Fun Facts about the Red King Crab!
If you’ve ever had ‘king crab legs’ then you’ve probably already been acquainted with the red king crab. However, the species is fascinating and allows us to explore many fun facts and interesting biological concepts beyond simply appearing on our dinner plates as crab legs.
The Red Crab
The red king crab is native to the north Pacific ocean and the Bering Sea. However, in the 1960s it drew the attention of another large red entity. The former Soviet Union attempted to introduce the species to the Murmansk Fjord, a part of the Barents Sea closer to Europe. Their goal was to create a new, viable, and prosperous fishery in this area.
The first group of crabs were transported overland but did not survive the trip. Instead, some were flown in. These survived and established a population in this area, where it is now classified as an invasive species.
Although the introduction of some species to novel environments may seem innocuous enough at a glance, there are often unforeseen circumstances that can be devastating to the ecosystem. In the case of the red king crab, it has become problematic in the Barents Sea where it was introduced.
With one of its most significant natural predators, the giant Pacific octopus, not present in European waters, this population has grown largely unchecked for decades and is now very numerous. As it is an omnivore, the species will eat almost anything in its path. According to local fishermen and researchers, effectively creating ‘desserts’ largely devoid of native species and life in general.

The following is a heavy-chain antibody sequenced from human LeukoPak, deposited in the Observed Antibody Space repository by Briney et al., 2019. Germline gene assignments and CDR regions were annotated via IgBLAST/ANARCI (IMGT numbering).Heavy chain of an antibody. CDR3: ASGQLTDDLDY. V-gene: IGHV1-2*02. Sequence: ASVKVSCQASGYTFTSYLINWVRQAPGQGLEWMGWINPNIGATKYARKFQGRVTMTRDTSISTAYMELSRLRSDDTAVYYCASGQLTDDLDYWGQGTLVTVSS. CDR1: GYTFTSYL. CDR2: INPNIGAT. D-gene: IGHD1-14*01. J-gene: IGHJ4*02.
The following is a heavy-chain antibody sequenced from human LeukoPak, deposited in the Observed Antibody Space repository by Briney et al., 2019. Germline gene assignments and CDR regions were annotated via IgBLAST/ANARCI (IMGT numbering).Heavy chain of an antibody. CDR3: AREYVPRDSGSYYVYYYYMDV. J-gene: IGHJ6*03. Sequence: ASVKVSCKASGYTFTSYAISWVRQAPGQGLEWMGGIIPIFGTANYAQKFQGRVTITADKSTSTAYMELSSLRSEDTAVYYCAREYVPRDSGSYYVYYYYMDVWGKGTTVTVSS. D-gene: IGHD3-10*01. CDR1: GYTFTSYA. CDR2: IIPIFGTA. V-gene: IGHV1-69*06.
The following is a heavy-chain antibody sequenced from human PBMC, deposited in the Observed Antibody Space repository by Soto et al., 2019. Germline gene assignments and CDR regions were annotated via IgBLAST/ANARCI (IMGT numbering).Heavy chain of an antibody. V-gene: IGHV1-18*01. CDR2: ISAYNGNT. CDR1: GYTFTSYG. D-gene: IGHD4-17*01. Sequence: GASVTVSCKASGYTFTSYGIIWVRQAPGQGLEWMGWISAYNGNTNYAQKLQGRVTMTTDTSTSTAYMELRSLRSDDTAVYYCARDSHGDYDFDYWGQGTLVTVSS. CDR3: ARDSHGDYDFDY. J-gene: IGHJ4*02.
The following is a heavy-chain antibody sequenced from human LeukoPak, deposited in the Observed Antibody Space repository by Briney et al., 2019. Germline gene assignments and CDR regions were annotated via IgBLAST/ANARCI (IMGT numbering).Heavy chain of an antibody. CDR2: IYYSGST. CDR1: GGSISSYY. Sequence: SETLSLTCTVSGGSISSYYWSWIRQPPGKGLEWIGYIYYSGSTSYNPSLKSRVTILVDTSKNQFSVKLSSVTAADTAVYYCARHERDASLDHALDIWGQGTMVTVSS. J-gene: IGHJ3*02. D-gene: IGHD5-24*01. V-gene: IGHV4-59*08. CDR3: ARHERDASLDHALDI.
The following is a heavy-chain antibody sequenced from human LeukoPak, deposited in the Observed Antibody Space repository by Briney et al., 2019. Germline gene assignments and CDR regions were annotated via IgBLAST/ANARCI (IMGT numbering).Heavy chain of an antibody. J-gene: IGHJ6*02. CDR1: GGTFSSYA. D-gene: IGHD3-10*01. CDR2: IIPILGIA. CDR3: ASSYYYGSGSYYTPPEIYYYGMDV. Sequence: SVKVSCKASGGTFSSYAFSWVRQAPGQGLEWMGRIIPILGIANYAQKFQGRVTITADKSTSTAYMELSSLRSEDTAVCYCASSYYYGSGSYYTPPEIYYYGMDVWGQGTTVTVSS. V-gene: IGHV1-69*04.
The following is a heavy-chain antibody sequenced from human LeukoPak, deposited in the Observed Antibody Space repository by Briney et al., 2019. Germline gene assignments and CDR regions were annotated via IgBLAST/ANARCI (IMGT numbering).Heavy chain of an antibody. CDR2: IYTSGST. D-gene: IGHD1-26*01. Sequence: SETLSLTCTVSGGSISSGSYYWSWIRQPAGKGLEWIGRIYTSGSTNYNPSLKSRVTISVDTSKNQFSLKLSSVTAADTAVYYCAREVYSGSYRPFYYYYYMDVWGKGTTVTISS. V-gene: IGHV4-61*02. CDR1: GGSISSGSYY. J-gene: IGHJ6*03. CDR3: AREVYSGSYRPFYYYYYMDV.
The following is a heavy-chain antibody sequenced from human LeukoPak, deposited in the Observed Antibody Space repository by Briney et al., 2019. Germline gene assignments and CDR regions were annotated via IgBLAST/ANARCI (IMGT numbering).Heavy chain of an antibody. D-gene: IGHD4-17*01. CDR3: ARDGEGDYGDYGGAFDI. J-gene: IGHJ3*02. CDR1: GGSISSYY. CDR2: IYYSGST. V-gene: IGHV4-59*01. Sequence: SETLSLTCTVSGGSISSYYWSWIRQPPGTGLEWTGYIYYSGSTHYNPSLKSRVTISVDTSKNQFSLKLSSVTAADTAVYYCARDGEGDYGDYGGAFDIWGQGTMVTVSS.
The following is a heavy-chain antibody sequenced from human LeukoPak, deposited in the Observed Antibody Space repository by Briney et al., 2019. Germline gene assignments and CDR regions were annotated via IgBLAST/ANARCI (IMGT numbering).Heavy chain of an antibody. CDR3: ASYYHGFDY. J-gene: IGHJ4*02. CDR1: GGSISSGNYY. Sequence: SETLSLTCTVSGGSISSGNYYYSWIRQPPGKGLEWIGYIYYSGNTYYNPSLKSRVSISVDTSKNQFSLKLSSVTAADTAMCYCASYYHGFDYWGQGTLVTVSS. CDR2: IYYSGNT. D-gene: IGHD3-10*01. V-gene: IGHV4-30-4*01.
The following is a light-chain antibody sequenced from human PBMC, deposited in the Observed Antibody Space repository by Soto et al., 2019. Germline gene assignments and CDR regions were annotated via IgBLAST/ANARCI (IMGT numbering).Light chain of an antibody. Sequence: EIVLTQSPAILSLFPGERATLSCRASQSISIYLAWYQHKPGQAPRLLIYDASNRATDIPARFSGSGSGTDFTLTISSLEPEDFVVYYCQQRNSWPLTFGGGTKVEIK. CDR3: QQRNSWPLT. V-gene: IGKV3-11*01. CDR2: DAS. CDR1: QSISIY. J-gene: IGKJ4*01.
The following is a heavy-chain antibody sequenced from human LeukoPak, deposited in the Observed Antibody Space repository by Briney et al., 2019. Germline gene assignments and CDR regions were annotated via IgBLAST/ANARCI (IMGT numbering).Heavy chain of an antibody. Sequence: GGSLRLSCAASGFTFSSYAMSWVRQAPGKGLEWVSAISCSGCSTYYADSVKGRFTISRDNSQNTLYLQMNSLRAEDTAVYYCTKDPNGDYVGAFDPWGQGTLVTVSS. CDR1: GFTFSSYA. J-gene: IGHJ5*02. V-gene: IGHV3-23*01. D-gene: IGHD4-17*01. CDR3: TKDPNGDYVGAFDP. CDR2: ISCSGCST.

Since the 1960s, the species has also reached the Norwegian coast and continues to advance southward about 30 miles per year. This has raised fears that similar effects that have been observed in the Barents Sea will also occur here, with particular concern for the cod breeding ground near Lofoten being expressed. There is also some evidence that the species prefers to feed on the egg masses of the capelin, a small species of fish that is an important food source for Cod. Because of these threats, the locals have largely taken to villanizing the species, referring to them as ‘Stalin’s Crabs’.
Molting and Exoskeletons
Like in all decapods, the red king crab’s shell truly is a skeleton on the outside of its body. In contrast to the endoskeletons present in humans, for example, the exoskeleton does not expand. Therefore individuals must molt or shed their shells regularly to grow bigger. Before this, an individual begins building a new, larger skeleton inside the existing one. As it becomes bigger, it will no longer be containable by the existing shell, eventually splitting it open. After removing itself from the old outer shell, the new exoskeleton hardens further. However, the new exoskeleton can be soft for several days leaving the crab more vulnerable to predation than it would be otherwise.
Doesn’t Hold its Breath
The red king crab has gills like fishes or sharks that allow it to respire underwater. Within the carapace – the main body of the crab – exists two branchial chambers. Within this chamber lie the gills, which are covered in a hard chitinous cuticle layer that is permeable to gases, allowing for the exchange of oxygen over this layer. To ensure the movement of water within the branchial chamber, the crab uses a unique appendage known as a scaphognathite. This ultimately draws water in from behind the crab’s walking legs while expelling it through openings known as prebronchial apertures, located beside its mouth.